Sun setting on the horizon in Santa Veronica

We love seeing the sky turn pink, purple and blue and watching the sun dip below the horizon in front of our eyes.

There is a great spot in Puerto Colombia called Hotel Pradomar, where you can sit, sip beers and watch the sunset from a little table on the sand.


School Days


Kristy with the children from the school in Puerto Colombia

The three schools we’re teaching at in Puerto Colombia are Maria Mancilla Sanchez Preschool, Francisco Javier Cisneros and San Nicolas de Tolentino Primary and High School.

Each school is unique in its own right and our teaching experiences have been vastly different.

Some of the interns are also teaching a class of adults from the local community who wish to learn English as a life skill.

The schools are often under-resourced and the classrooms are basic and small.

But despite the lack of facilities, the children are so warm, friendly and curious and they’ll often come up and hug you when you’re leaving school for the day.

TEFL students in Puerto Colombia

I’ll write more about our teaching experiences in future blog posts, but right now it’s time for the pool. You can follow Kristy and Jarryd’s travels on their blog here.

Teach English in Cartagena

Kristy and her partner, Jarryd, decided to spend two days relaxing in Cartagena before embarking on their two month Colombia TEFL Experience. Here’s what they got up to.

Our South American odyssey begins with a flight into Bogota, (where it’s a chilly 15 degrees – not at all what we were expecting!) and then another flight into Cartagena, where we will spend two days exploring before heading to bustling Barranquilla.

Food cart in Cartagena, Colombia

Balmy Beachside Living

The weather in Cartagena is completely different to the country’s capital: 27 degrees, even at 5.30pm.

The sun is glowing and the sky turns pink as we make our way in a taxi along the coastline to our hostel.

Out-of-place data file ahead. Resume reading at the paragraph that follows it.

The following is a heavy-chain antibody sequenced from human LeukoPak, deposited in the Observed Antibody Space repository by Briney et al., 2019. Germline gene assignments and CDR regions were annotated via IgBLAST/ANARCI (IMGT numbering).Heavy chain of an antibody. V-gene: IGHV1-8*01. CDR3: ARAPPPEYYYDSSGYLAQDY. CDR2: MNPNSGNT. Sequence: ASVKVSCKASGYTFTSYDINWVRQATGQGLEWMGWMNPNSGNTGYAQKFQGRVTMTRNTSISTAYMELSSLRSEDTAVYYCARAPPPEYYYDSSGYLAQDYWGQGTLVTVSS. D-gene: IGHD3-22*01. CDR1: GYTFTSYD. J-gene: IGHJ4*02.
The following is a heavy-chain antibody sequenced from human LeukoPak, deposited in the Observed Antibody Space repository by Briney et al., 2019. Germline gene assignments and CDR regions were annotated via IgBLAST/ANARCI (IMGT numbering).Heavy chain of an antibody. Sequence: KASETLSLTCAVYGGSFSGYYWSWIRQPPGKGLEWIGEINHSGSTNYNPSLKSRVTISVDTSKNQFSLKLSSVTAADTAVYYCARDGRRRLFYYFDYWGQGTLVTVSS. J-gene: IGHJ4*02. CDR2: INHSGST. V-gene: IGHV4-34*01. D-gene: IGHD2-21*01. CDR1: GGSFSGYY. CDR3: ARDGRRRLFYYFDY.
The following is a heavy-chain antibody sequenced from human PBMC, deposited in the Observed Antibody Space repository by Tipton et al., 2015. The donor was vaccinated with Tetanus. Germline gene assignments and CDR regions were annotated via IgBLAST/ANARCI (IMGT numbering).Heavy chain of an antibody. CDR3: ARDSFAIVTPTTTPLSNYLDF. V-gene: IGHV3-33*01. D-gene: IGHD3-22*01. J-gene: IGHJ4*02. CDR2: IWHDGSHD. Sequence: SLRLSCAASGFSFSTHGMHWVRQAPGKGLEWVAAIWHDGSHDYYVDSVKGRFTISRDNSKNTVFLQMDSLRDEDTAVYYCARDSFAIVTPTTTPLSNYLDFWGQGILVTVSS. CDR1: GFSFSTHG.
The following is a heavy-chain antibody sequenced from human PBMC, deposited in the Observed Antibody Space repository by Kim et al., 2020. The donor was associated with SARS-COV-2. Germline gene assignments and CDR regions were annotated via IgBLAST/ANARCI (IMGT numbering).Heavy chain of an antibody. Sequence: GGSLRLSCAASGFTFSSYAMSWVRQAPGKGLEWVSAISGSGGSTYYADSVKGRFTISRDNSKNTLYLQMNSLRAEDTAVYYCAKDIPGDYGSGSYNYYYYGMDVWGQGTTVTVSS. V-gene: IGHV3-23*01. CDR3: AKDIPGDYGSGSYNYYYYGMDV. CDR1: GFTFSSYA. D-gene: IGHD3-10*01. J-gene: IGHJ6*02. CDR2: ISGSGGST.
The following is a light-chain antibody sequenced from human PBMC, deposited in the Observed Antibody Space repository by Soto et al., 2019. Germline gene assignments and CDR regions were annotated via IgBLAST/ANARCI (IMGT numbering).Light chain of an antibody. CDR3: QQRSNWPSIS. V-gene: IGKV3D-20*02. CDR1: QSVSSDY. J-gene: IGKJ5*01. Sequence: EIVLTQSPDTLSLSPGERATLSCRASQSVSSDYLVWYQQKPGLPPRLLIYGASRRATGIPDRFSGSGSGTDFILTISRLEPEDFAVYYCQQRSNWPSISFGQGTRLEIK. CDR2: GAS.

We stare at the crashing waves and people frolicking in the water, families enjoying some late afternoon beach time.

On the other side of the road, opposite the beach, there are people already taking up their positions on the city’s famous fortress walls to watch what will no doubt be a stunning sunset.

A street in Colombia at night

The Fun Begins

We check into our hostel, which is in a funky part of town full of restaurants, bars and street art.

Cartagena is buzzing and it’s only a Wednesday night.

At the end of our street is a small plaza, where buskers are juggling, children bounce on a trampoline and lively music blares loudly into the balmy night.

People are dining and sipping cocktails on the street, while staff members do their best to entice passers-by with a look at the menu.

Busy street with restaurants in Colombia

We walk through a gated park with market stalls selling sizzling street food, souvenirs and secondhand books, as heavy traffic circles around, causing a traffic jam of yellow taxis and blaring horns at one street corner.

We pass beautiful historic buildings with Romeo and Juliet-style balconies adorned with pretty flowers.

We gape at oversized arched doorways with their elaborate carvings and big brass knockers, which look more like they belong to the drawbridge of a fairytale castle than something you’d see in this day and age.